Jan 03
Draft Network Release on January 17

Keep an eye out on this site for the release of our Draft Recommended Transit Network on January 17. This will then be followed by the previously announced public meetings happening the second half on January where our team will explain the draft network and how it compares to today's network.

And speaking of public meetings, we're pleased to announce one additional meeting happening January 24th from 6 to 8pm at the Calhoun Community Center in Gilpin Court. Our home page list of ​public meetings has been updated to include this new meeting. Look forward to seeing you all out there to talk transit this new year!

Dec 19
Coming Soon: Public Meetings on Recommended Transit Network

​We are excited to announce that in January we will release our Draft Recommended Transit Network. We will present the Recommended Network at a series of public meetings across the city. The current meeting schedule is as follows:

January 18, 12-2pm, Main Public Library Auditorium, 101 E Franklin St

January 18, 6-8pm, DMV Central, 2300 W Broad St

January 19, 6-8pm, VCU Sports Medicine Building, 1300 W Broad St

January 21, 12-2pm, Peter Paul Development Center, 1708 N 22nd St

January 24, 6-8pm, Calhoun Community Center (Gilpin Court), 436 Calhoun St

January 26, 6-8pm, Partnership for Families Northside, 800 W Graham St

January 30, 6-8pm, Hillside Court Community Center, 1500 Harwood St

January 31, 6-8pm, Southside Community Services Center, 4100 Hull St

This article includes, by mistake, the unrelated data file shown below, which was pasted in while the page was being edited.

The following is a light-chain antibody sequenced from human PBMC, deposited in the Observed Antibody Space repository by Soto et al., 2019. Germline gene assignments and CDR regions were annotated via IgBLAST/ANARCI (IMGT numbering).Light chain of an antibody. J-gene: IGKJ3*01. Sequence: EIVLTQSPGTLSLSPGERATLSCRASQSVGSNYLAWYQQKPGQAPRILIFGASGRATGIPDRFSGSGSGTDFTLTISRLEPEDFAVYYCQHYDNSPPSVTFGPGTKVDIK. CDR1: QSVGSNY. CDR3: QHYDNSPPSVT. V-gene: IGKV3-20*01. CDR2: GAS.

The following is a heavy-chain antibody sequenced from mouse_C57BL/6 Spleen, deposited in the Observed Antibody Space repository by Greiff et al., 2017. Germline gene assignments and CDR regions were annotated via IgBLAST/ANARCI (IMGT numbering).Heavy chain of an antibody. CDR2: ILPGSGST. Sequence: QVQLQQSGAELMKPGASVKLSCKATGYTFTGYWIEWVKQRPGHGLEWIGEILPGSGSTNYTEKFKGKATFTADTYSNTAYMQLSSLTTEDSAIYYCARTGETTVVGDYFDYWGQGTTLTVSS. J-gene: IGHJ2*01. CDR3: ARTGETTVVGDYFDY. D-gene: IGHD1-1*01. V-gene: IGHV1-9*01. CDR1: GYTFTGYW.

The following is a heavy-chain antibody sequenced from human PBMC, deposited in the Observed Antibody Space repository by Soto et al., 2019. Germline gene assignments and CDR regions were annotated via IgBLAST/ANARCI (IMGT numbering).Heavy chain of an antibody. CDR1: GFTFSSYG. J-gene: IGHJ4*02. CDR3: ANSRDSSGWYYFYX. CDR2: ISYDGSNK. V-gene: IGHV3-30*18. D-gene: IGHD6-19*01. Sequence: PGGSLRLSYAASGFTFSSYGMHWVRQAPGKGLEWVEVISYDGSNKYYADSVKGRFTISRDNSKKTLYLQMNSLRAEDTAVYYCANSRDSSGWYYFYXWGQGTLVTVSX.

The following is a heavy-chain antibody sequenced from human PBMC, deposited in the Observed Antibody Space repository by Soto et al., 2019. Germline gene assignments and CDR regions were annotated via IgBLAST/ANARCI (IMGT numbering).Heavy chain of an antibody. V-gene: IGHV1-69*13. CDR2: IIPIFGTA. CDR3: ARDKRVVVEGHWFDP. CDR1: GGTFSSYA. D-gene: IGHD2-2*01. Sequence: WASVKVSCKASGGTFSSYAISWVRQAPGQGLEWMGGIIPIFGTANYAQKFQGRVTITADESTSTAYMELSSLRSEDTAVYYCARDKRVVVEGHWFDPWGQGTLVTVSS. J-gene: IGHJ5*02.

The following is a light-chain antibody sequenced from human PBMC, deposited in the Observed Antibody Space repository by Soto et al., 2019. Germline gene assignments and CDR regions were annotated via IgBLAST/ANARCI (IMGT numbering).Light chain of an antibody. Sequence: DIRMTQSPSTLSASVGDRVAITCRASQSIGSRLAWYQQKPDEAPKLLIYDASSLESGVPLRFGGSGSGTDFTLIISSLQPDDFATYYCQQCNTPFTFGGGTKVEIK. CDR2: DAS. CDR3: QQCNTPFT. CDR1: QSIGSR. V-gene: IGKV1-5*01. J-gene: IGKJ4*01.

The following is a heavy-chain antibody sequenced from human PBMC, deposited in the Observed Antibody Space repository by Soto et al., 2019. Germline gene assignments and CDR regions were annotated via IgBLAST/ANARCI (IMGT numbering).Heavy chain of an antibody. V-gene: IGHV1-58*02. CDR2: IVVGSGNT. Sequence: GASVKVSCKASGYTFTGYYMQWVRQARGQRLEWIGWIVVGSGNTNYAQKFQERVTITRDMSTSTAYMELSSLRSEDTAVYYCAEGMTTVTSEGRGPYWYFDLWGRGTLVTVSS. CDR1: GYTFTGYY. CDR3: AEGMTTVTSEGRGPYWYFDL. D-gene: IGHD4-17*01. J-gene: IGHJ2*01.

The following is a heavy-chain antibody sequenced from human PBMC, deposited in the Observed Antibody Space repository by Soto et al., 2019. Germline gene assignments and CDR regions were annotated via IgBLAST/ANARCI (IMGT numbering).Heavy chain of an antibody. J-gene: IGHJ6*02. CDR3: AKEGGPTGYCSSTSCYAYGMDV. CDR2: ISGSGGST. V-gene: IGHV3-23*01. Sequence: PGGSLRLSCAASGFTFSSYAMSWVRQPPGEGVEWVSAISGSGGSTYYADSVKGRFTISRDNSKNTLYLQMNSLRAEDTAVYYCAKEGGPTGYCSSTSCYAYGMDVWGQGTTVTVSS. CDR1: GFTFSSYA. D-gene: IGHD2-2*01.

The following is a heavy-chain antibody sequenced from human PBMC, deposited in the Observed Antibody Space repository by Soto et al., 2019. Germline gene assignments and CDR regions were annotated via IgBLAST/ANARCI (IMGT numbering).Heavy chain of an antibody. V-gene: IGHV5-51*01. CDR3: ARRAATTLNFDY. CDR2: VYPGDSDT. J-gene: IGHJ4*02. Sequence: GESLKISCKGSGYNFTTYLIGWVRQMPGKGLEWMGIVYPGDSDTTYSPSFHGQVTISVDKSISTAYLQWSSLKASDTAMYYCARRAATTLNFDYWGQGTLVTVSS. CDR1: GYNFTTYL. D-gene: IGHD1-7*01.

Each meeting will include the same information. At the meetings you can view the recommended bus network, the frequency of service, when it will run and how it all connects you and the city. There will be a presentation starting 15 minutes after the meeting begins and a time for questions after the presentation. Mark your calendars and plan to be there to learn about the recommendations and to give us your feedback.

Oct 07
How did you like our Concepts?

Well, it's been a long summer. We introduced our three concepts to the public in June, launched our online survey in July, held eight public meetings in July and August and spent four days surveying at the Transfer Plaza Downtown. We had great community partners go out to various places and events to spread the word about our meetings and to survey the public about our concepts. And we had numerous media outlets explain our concepts including articles in the Times-Dispatch, Richmond Magazine, the Free Press and on WCVE Radio.

Phase 1 Survey Results

Now we have our results. Let's start with our Phase 1 survey results. In April and May we surveyed riders on the bus and the general public about their desire for change and in what direction. A key question we asked the 2,000 riders we surveyed was how to balance walking versus waiting. As we've previously discussed, you can't minimize both within a fixed transit budget.

As shown below, nearly 47% of current bus riders (over 2,000 surveyed) considered a shorter wait as more important, 30% felt they were equally important and 23% considered a shorter walk more important. This would suggest that we should shift toward a higher frequency and higher ridership focused system.


Similarly, we asked our stakeholder committee about their preference for how the city should spend its transit budget, more on ridership and frequency or more on coverage. The current system is about 50% of each. At the time, the median response of our stakeholder committee was at 70% Ridership and 30% Coverage.